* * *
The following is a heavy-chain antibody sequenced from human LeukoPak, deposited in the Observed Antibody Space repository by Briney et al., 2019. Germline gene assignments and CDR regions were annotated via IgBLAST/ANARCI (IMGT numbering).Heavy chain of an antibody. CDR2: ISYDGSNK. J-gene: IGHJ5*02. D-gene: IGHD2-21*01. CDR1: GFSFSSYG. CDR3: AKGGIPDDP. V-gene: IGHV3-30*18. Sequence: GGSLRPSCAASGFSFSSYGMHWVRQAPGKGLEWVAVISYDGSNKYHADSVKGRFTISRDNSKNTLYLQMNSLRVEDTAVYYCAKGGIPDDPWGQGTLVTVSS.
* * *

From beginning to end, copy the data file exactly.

The following is a heavy-chain antibody sequenced from human LeukoPak, deposited in the Observed Antibody Space repository by Briney et al., 2019. Germline gene assignments and CDR regions were annotated via IgBLAST/ANARCI (IMGT numbering).Heavy chain of an antibody. CDR2: ISYDGSNK. J-gene: IGHJ5*02. D-gene: IGHD2-21*01. CDR1: GFSFSSYG. CDR3: AKGGIPDDP. V-gene: IGHV3-30*18. Sequence: GGSLRPSCAASGFSFSSYGMHWVRQAPGKGLEWVAVISYDGSNKYHADSVKGRFTISRDNSKNTLYLQMNSLRVEDTAVYYCAKGGIPDDPWGQGTLVTVSS.